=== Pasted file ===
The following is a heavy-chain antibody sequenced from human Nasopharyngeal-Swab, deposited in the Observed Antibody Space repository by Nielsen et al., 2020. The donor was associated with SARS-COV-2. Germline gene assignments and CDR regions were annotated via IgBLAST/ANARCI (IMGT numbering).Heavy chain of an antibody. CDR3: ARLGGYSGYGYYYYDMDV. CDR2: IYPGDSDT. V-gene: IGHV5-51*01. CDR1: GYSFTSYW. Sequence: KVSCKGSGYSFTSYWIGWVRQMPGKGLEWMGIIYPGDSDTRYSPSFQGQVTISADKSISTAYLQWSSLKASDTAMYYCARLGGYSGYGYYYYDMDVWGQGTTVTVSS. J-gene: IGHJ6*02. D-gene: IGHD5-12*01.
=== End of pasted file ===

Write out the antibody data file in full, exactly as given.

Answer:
The following is a heavy-chain antibody sequenced from human Nasopharyngeal-Swab, deposited in the Observed Antibody Space repository by Nielsen et al., 2020. The donor was associated with SARS-COV-2. Germline gene assignments and CDR regions were annotated via IgBLAST/ANARCI (IMGT numbering).Heavy chain of an antibody. CDR3: ARLGGYSGYGYYYYDMDV. CDR2: IYPGDSDT. V-gene: IGHV5-51*01. CDR1: GYSFTSYW. Sequence: KVSCKGSGYSFTSYWIGWVRQMPGKGLEWMGIIYPGDSDTRYSPSFQGQVTISADKSISTAYLQWSSLKASDTAMYYCARLGGYSGYGYYYYDMDVWGQGTTVTVSS. J-gene: IGHJ6*02. D-gene: IGHD5-12*01.